“The Israelis can drive us from out of the land,” he tells me. “Into Egypt, Jordan, Syria. But it does not matter. Because in the end we will win. It is written.”
“In the Koran?”
“Yes. Even the Jews coming from all over the world to Israel. It is written. The settlements. Even the wall. It is all foretold in the Koran.”
“So it doesn’t matter how bad it gets?”
“For me it is like watching a film.”
“Cos you know how it ends?”
“Maybe not in my life or even my grandson’s. But even if they drive us out of the country, it will cause a mighty war and in the end we will win. ‘Even the trees and stones will speak’.”
“But how can there be a war. Syria, Jordan and Egypt have all shown they are not prepared to defend the Palestinians.”
“Yes. And Saudi Arabia too. The leaders of these lands only have one boss.”
He rubs his fingers together.
“Yes,” he says, then adds. “And the Americans. But in the end it does not matter.”
“Because it is written?”
“Yes. In the Koran?”
And here’s the rub. A rub that us outsiders, people not personally invested in the theological struggle for this patch of stony ground haven’t been getting. The absolutes. Those who read, and sincerely believe, old leather-bound books are not wired the same as the people who don’t.
Last week, on the other side of the green line, I sat and chatted to Don, a cheeky Kiwi septuagenarian who calls himself a Christian pastor. We talked about family, kids, the way a Congolese woman can shake her hips to the rolling sea rhythm of a djembe drum (okay my mind might have wandered for a bit). But, he seemed like a reasonable, chatty old boy. But when we began to talk about Israel and Palestine and the brutality of the occupation he just sat and shrugged.
“Surely,” I say. “A religious man, such as yourself, wouldn’t condone massacres and evictions and brutality?”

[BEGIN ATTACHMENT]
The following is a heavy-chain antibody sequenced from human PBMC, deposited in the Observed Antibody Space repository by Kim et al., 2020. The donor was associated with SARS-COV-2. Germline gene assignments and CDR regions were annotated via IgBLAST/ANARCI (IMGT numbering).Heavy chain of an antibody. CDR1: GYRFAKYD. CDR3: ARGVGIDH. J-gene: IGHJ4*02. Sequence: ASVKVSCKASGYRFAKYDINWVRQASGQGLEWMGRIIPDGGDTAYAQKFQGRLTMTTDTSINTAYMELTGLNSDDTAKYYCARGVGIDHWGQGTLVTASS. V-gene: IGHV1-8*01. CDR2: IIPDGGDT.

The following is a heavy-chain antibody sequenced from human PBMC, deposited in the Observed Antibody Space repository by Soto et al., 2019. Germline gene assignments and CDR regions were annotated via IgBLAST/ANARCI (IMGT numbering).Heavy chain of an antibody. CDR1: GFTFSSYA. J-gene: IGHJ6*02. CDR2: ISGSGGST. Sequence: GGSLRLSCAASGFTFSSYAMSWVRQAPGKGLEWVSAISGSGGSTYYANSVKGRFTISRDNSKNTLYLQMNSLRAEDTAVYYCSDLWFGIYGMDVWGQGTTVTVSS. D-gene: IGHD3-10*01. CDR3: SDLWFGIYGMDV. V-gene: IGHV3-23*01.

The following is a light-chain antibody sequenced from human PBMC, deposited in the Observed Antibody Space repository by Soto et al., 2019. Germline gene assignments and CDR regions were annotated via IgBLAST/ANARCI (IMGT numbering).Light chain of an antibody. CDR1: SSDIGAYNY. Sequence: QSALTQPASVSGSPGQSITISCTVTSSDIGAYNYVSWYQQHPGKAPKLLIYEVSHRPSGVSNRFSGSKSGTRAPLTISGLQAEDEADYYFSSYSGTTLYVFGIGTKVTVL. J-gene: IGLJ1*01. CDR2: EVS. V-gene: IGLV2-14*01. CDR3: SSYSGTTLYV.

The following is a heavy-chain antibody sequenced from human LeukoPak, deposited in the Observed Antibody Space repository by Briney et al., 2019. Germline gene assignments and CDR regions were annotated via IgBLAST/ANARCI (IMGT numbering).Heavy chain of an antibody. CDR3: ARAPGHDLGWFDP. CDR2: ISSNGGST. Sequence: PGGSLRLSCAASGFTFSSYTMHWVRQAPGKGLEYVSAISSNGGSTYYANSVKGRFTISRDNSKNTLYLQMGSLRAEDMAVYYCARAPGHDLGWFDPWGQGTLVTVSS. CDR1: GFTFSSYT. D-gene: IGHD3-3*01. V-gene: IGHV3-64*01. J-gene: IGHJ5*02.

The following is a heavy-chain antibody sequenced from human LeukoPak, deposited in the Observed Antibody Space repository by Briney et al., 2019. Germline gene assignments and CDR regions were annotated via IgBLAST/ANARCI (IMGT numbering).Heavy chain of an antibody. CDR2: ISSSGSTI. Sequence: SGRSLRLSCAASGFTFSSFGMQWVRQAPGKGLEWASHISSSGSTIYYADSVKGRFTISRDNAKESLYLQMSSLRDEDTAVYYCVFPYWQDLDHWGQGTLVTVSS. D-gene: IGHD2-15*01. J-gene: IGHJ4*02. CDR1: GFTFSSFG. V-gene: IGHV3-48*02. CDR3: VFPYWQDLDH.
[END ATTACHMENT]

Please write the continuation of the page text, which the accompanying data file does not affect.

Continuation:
“Why not?” he deadpans. “The Bible’s full of it.”
“Er….but, er…” He’s caught me off guard here. “What about common humanity?”
“Well,” he says. “You can look at it from a secular humane perspective and get upset by the bloodshed and brutality,” he tells me. “Or you can see it, like I do, from a scriptural, y’know, a biblical perspective and say – it is written in the bible that the Jews return from the North, the South, the East and West to their homeland in Israel.”
“And if they have to slaughter the indigenous population to do that?”
”Then they do.”
Today is Yom Kippur, the holiest day in the Jewish calendar. The streets of West Jerusalem are deserted, no one is expected to eat, drive, switch on a light or commit any act connected with creation for 24 hours. Even drinking water is forbidden. Instead religious Jews take the time to cleanse the spirit and atone for their sins of the year. Last year an Arab man who drove his car into an orthodox neighbourhood was stoned to death. It was not the first time.
It is this same sort of absolutism that allows 30 year old settler men, born and raised in Boston or North London, to beat the shit out of seventy year old women harvesting olives from their trees (youtube it) or stone Palestinian primary school children on their way to school and call them ‘Nazis’. (To settlers ‘Nazi’ is a term aimed at anyone who isn’t physically fighting 100 per cent for Zionism – it is not a racist, Aryan ideology coupled with ultra-violent action. There is no irony in the settler lexicon.) Belief is a dangerous thing. But certainty, outside a mathematical equation, seems far, far scarier.
As I leave Jihad to his tank smiting and say cheerio, he stays the thumbs a minute and asks. “What are you? Christian?”
”You are Muslim?”
“No.” I say. “I am Godless.”
“Ah,” he says through something that might be a smile. “So you are free.”